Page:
'Education is the only solution': Malala Day and South Sudan

On July 12, more than 550 Youth Delegates from around the world convened at UN headquarters in New York to honor Malala Yousafzai's bravery and reaffirm their support for the right of every child to be in school and learning by 2015. I had the humbling opportunity to be part of this global youth effort.

Along with my fellow Youth Delegates, we declared the "Youth Resolution: The Education We Want." This is a solemn call on all governments and institutions to ensure free access to quality education for the 57 million children unable to attend school and undertake concerted efforts to advance children's rights. We presented the Youth Resolution to the Secretary General, Mr. Ban Ki-moon, and called for adoption and accountability by all governments. We resolved to no longer be indifferent to the challenges of our time.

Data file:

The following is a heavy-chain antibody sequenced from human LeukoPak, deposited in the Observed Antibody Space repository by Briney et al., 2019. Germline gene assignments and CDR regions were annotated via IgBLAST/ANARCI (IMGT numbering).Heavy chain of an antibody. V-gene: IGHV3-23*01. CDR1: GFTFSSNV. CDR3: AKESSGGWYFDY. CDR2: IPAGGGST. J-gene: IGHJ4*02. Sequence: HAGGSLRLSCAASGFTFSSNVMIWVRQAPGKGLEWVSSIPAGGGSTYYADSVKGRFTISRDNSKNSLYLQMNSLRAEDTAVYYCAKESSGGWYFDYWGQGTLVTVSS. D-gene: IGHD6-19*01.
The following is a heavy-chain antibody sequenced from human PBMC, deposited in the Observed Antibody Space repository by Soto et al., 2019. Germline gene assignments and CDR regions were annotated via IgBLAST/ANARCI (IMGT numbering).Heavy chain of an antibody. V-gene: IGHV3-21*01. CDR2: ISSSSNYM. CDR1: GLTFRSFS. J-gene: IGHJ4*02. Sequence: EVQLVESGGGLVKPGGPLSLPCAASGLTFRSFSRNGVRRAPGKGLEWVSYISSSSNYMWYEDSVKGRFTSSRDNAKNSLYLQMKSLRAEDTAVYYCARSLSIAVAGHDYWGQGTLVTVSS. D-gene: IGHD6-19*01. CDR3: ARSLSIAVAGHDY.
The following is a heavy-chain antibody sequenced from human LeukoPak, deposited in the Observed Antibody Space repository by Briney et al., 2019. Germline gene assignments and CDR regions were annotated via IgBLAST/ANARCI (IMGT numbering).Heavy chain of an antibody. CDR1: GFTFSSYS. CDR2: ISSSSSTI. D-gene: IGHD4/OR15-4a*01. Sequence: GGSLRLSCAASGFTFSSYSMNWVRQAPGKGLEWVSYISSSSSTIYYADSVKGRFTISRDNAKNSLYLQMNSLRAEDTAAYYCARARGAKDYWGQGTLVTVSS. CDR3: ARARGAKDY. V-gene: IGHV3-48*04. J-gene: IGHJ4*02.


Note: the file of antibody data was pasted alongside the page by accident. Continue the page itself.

In this cause for education and children's rights, we will encounter numerous challenges. Indeed, there may not be a place more in need of concerted efforts than my country, South Sudan. In our third year of independence, lacking sufficient capacity and commitment to develop and maintain schools, more than half of our children do not attend any center of learning. Other statistics are equally dispiriting: 43 percent of our teachers have only a primary school education and only 27 percent of our citizens are literate.

Solving these great challenges will require a selfless approach from global institutions of good will, but crucially from our own government and from us, the citizens. It is important that our government recognizes the dire nature of this crisis, increases funding for education, and institutes laws and policies that incentivize education and ensure the smooth transition of some of our societies from pastoral living to more settled lifestyles.

We, the citizens, must do our fair share of the work. We must engage in critical discussions and be ready to make all sacrifices necessary for the proper and healthy upbringing of our younger generation. They are the citizens of tomorrow and the custodians of this very nation whose posterity, liberty and prosperity depend on the things we do today.

As I rest my pen and reflect on this year's Malala Day, I hope the next will find a more secure world, a more educated people and less burdened children; a world in which South Sudan cares for its young and nurtures its future.